Giacometti and Beckett: Existential Expats in Paris

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Giacometti and Beckett: Existential Expats in Paris
Alberto Giacometti was one of the most important sculptors of the 20th century. Samuel Beckett was one of the century’s most influential playwrights. They were an unlikely pair, but as expatriates in 1930s Paris, not only did they share mutual friends within Paris’s Surrealist and Existentialist circles, but they also shared the same philosophical viewpoints. The friendship between the Swiss artist and the Irish writer slowly grew into an enduring one that lasted almost 30 years. Giacometti 1944 Photo – Eli Lotar, Collection Fondation Giacometti,(c) Succession Giacometti Fondation Giacometti, Paris et ADAGP, Paris Since adolescence, Alberto Giacometti had been a very capable sculptor: his lean and distorted statues are what he’s renowned for. His art was influenced by artistic movements such as Cubism and Surrealism. His philosophical questions about the human condition led him to be compared to the literary Existentialists. Born in Switzerland in 1901, Giacometti was precociously artistic and was encouraged by his father and grandfather, both artists themselves. Giacometti working on the plaster sculpture for L’homme qui marche – The Walking Man 1958 – the Tate Alberto Giacometti arrived in Paris in January of 1922 to study sculpture. Until 1926, he regularly attended classes by the famed sculptor Emile-Antoine Bourdelle at the Académie de la Grande Chaumière. Giacometti moved to his Montparnasse studio in December 1926. The door was always open to his fabled workspace and he would maintain his studio for the rest of his life. Giacometti soon became popular among the Paris avant-garde. In 1929, he met Jean Cocteau and soon ran in the same circles as the Surrealists. Giacometti was best man at André Breton’s wedding. The two-dimensional angularity of ancient Egyptian art was Giacometti’s source for the stylized striders he sculpted. His first twig-like sculptures made between 1938 and 1944 were tiny, reaching only 7cm (2.75”). He made these matchstick men small enough to render them isolated and alone in a perspectival space. Giacometti was expelled from the Surrealists in 1935 when the new life-like human heads he had created were deemed too real for Surrealist aims. Alberto Giacometti’s sculpture “Walking Man” at UNESCO. Photo: Andy Quan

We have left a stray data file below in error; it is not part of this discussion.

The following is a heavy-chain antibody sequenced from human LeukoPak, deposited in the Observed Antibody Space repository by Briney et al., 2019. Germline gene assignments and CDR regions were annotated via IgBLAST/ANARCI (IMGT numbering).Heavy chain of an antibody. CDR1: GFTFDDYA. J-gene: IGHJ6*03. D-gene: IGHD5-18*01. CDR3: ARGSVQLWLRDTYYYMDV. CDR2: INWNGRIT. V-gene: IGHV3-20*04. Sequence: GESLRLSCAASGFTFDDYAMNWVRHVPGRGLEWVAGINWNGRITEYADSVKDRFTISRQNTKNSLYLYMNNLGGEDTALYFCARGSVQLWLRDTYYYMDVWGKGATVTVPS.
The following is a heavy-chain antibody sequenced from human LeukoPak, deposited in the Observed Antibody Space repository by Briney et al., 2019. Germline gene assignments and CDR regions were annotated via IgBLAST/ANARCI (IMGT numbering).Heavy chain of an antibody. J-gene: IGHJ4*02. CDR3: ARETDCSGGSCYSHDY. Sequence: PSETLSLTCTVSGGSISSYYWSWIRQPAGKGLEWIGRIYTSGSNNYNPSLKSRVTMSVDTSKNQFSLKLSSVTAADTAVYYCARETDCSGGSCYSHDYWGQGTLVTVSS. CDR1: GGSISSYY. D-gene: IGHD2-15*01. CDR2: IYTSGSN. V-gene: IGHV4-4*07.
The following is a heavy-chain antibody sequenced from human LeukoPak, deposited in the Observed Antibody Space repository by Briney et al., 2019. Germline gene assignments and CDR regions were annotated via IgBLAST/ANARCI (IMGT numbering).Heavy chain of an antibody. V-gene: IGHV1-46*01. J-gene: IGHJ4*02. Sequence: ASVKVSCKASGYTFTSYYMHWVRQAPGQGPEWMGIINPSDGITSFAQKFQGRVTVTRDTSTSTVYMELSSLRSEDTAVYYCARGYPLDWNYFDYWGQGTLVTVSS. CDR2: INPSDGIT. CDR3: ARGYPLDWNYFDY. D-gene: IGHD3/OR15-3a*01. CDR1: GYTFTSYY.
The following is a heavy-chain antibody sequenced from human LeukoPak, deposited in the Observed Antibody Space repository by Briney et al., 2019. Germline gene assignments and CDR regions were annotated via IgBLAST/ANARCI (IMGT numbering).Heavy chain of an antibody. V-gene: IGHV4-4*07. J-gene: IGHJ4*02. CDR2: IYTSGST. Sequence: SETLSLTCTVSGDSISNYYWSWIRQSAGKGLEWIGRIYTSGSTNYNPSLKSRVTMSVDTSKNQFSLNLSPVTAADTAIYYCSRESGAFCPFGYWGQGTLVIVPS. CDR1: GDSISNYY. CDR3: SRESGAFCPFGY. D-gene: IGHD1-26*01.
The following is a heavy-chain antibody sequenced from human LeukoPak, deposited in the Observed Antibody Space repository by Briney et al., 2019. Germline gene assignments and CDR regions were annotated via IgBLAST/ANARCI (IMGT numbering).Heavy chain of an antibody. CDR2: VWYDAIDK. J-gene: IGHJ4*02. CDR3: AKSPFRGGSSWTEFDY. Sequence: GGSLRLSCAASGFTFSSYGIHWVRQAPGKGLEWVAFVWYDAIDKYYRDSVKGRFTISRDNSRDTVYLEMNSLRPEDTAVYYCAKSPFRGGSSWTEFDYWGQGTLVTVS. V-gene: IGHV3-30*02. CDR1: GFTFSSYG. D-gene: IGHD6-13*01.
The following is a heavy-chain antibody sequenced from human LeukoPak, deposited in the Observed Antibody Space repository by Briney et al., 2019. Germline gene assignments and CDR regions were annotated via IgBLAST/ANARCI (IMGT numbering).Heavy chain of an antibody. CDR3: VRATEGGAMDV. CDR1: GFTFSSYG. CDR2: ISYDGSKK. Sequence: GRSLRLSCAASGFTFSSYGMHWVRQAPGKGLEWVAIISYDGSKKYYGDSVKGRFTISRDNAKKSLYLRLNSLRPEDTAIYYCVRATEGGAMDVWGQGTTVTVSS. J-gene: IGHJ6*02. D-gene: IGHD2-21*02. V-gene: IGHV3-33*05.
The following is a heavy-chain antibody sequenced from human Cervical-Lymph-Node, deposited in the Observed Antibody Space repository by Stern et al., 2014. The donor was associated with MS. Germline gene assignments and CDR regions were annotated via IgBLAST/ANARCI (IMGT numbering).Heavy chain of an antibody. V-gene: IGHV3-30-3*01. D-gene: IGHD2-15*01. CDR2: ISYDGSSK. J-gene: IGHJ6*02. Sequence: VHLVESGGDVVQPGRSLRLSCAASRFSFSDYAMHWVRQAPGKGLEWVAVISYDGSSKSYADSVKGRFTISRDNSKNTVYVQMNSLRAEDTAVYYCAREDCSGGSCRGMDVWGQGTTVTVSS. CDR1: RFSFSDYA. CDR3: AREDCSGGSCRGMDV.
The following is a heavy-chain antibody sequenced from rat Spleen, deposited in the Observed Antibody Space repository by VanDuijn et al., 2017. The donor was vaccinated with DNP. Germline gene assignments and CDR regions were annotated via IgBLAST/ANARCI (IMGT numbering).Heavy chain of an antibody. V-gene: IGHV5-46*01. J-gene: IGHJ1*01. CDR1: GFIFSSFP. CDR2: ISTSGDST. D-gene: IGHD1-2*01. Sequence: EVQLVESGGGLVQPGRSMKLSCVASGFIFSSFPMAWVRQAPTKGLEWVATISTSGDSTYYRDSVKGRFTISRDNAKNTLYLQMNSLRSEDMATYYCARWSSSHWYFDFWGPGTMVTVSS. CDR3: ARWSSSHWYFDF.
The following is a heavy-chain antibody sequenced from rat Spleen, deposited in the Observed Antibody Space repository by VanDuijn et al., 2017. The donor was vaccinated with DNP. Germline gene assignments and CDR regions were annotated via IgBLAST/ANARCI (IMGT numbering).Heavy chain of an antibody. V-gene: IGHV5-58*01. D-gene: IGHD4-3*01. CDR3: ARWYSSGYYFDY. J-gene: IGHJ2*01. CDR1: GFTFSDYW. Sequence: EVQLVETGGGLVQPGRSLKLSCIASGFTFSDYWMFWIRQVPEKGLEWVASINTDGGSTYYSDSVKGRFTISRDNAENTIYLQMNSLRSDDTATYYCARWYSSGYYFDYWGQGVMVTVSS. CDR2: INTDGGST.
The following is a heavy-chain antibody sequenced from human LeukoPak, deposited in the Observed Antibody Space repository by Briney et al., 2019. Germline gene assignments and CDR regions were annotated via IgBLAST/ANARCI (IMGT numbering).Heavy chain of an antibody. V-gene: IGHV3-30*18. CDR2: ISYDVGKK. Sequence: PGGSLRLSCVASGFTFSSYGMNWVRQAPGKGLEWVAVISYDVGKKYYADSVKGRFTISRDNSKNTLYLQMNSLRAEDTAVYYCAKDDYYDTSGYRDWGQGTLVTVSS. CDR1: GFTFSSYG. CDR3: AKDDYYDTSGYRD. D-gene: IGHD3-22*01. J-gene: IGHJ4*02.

Lead photo credit : Giacometti and Samuel Beckett in Giacometti's studio 1961, Public Domain

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A freelance writer and amateur historian, Hazel knew she wanted to focus on the lives of French artists and femme fatales after an epiphany at the Musée d'Orsay. A life-long learner, she is a recent graduate of Art History from the University of Toronto. Now she is searching for a real-life art history mystery to solve.


  • Sandra Smith
    2022-07-22 09:11:08
    Sandra Smith
    I never knew they were friends even though I taught Beckett's plays. Really interesting article - thank you!